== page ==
Vision Statement — Elizabeth A. Wells
The job of an Acting or Interim Dean of Arts is hard. It is difficult because one wants to forge ahead with new ideas and make positive changes. At the same time, one does not want to saddle an administrator coming after with initiatives that he or she does not want to or cannot continue.
Right now in the Faculty of Arts, an important visioning exercise is taking place. Led by faculty, people have been asked what qualities they seek in a new Dean. Through a collegial and consultative process, faculty and Arts Heads are holding meetings to brainstorm directions, vision, and values amongst the faculty members to chart a new direction.
Although Deans are meant to be the people who bring a vision statement to a unit, it is important for the people in that unit to self-define, to assess their own strengths and weaknesses, to come up with new ideas, and to dream. I feel my role as a one-year Acting Dean is to help to shepherd this process through to completion, to facilitate when needed, to step back when needed, as well.
Although one year is not enough time to come up with elaborate or long-term plans, a lot can still be accomplished. We can take a hard look at where we are and where we would like to be. We can imagine what we can do and how we can be creative in an increasingly tight fiscal situation. We can explore interdisciplinary or inter-university collaborations in research and teaching, we can look at policies or procedures that could be improved or implemented, and we can set the stage for the next Dean to take us into the future.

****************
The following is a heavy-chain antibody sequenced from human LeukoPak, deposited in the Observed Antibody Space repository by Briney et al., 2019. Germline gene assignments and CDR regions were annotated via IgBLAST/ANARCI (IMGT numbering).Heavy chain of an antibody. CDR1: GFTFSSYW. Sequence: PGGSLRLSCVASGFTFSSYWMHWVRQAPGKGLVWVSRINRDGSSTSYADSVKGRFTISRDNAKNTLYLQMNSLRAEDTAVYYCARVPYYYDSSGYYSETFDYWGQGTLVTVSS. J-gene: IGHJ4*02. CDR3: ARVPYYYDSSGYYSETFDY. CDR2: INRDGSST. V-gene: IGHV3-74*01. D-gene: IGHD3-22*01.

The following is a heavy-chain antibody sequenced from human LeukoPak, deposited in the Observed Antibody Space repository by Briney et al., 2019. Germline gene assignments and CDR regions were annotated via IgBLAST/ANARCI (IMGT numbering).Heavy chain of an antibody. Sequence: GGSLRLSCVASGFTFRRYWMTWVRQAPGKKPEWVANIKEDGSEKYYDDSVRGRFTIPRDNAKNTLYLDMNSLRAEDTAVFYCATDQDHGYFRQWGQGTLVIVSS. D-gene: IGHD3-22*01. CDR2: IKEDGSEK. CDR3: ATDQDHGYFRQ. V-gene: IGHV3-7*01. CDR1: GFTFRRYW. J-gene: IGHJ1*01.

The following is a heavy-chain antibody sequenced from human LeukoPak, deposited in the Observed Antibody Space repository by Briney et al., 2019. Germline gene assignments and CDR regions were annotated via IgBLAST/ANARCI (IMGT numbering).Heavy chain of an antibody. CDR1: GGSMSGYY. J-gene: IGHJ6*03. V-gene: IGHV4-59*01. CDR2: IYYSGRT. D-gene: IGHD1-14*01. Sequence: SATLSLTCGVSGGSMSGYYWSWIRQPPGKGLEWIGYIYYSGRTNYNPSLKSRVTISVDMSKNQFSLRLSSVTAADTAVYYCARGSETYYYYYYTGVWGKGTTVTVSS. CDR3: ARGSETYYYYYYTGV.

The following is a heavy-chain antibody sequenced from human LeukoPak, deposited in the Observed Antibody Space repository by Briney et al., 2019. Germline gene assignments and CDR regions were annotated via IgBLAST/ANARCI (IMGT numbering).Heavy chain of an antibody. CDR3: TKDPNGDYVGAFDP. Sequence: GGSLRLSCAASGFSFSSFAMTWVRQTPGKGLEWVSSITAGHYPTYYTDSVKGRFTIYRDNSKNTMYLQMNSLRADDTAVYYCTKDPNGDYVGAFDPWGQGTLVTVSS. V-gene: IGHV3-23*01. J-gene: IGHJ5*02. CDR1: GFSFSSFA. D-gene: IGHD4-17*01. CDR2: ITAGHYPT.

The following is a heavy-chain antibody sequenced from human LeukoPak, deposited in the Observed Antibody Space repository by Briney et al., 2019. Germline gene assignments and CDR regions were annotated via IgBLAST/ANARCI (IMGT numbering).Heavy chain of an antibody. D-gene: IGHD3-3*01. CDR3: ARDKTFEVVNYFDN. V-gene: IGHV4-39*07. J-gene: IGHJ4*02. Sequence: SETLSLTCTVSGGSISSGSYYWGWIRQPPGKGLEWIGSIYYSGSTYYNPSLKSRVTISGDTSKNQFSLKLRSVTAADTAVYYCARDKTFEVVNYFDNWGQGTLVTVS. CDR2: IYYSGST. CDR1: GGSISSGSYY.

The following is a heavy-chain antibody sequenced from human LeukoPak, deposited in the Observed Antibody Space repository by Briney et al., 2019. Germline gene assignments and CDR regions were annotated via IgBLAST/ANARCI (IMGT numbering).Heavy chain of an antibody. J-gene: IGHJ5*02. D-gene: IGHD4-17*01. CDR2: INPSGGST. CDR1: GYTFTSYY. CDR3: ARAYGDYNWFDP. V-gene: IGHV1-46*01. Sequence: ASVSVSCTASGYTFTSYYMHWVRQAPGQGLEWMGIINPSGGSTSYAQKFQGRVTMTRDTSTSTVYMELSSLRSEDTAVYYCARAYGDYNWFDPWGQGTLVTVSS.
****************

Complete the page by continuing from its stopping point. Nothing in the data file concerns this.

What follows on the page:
Being able to articulate our own wants and needs is an important part of a regeneration and renewal in the Arts in a time when admittedly arts and humanities are under scrutiny in all areas of post-secondary education.
I see the role of the Dean in this period as one of facilitation, consultation, and mobilization of talent and ideas to create a new vision for the Arts that can be presented to a new Dean as the well-thought-out and crafted perspective on where we are and where we want to go.
My experience with holding targeted retreats in my own Department over the years allowed us to move together into a new era of growth and success, and I hope I can bring those same skills of listening, organizing, and communication to help the Arts faculty to rise to our next level of achievement.
At the end of the year, I trust that a collegial, transparent, and due process is followed to select a new Dean who will meet the needs and desires of the faculty and students of the unit and have the skills and attributes to chart a positive course for the future.
More about Elizabeth A. Wells
Dean of Arts Elizabeth Wells hosts a student panel discussion about student work-life balance on Oct. 18, 2016.